Even after losing two starting cornerbacks, who were both taken in the first 75 picks of the NFL Draft, Florida State’s pass defense has shown considerable improvement through the first three games of 2015.
The Seminoles rank fourth nationally in pass defense, allowing just 116.3 passing yards per game. Last year, FSU was in the lower half of the FBS rankings and allowed 226 passing yards per game.
“I think we’re playing pretty good,” FSU safety Nate Andrews said. “We still have to work, but we’re playing good. We’re veterans in the secondary.”
Despite losing a second-round pick (Ronald Darby) and a third-round pick (P.J. Williams), the Seminoles have found success in 2015 against spread teams like Texas State and South Florida along with a run-based Boston College team. FSU allowed just three passing touchdowns in the first two games and then recorded a shutout in the third game — allowing just 56 passing yards to the Eagles.
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The opposition will get tougher. After a bye week, FSU (3-0, 1-0 ACC) will travel to Wake Forest on Oct. 3 and then start a challenging three-game stretch with Miami, Louisville and Georgia Tech.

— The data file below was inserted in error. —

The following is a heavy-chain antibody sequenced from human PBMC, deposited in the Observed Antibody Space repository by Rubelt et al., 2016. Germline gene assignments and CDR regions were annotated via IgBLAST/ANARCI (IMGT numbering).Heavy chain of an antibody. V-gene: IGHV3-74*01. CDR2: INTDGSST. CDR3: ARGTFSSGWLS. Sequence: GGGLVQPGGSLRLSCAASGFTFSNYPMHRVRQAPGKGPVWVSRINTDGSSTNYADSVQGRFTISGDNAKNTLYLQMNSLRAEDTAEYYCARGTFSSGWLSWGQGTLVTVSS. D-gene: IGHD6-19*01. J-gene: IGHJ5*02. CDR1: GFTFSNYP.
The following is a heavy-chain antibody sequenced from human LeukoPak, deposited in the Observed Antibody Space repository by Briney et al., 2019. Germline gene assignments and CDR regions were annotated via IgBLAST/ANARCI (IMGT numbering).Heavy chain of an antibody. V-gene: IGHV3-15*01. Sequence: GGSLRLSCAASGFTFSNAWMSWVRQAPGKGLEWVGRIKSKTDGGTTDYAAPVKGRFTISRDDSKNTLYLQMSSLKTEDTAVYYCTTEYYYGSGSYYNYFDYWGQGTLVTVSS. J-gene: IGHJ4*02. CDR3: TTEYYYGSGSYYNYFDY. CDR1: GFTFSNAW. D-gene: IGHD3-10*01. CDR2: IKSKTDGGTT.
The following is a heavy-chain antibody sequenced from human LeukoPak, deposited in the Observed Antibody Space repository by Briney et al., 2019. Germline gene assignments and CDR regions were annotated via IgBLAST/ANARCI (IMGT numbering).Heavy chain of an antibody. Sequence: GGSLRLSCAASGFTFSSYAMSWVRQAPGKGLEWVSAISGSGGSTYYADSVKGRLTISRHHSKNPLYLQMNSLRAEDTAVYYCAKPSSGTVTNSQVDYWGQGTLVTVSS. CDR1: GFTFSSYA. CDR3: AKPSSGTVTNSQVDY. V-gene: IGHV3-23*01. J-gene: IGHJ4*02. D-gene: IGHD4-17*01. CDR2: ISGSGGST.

“[We’re] going to have teams down the road that air it out,” safety Lamarcus Brutus said. “At the end of the day, [it’s] going to be our job to stop it. [We] have to handle it.”
FSU’s success at stopping teams through the air is in large part due to Jalen Ramsey sliding into a starting corner role — along with Marquez White emerging as the No. 2 corner. Brutus, a Port St. Lucie native, also had a key first-half interception in the win over BC.
But FSU also has improved its pass rush with six sacks through three games (after recording just 17 sacks in 14 games last year).
“We have guys that can play first and second down, and we have a whole new group of guys that come in on third down,” Andrews said. “That helps us out a lot. The DBs don’t have to cover as much or as long. We’re covering for like two seconds because they’re rushing the passer really good.”
The Noles defense struggled in 2014, giving up points early in games and putting pressure on the offense to rally in the second half. While the defense should be credited for making second-half adjustments last year, players felt like they wanted to dedicate this season to complete-game performances.
Still, the defense isn’t where they want it to be. Not yet. But they feel it’s on the right track.
“I don’t feel like we’re even close to as good as we can be,” White said. “I feel like these next nine games we’ve got a chance to show everybody what we’re capable of. I feel like we can get back to the defense of the  championship team.”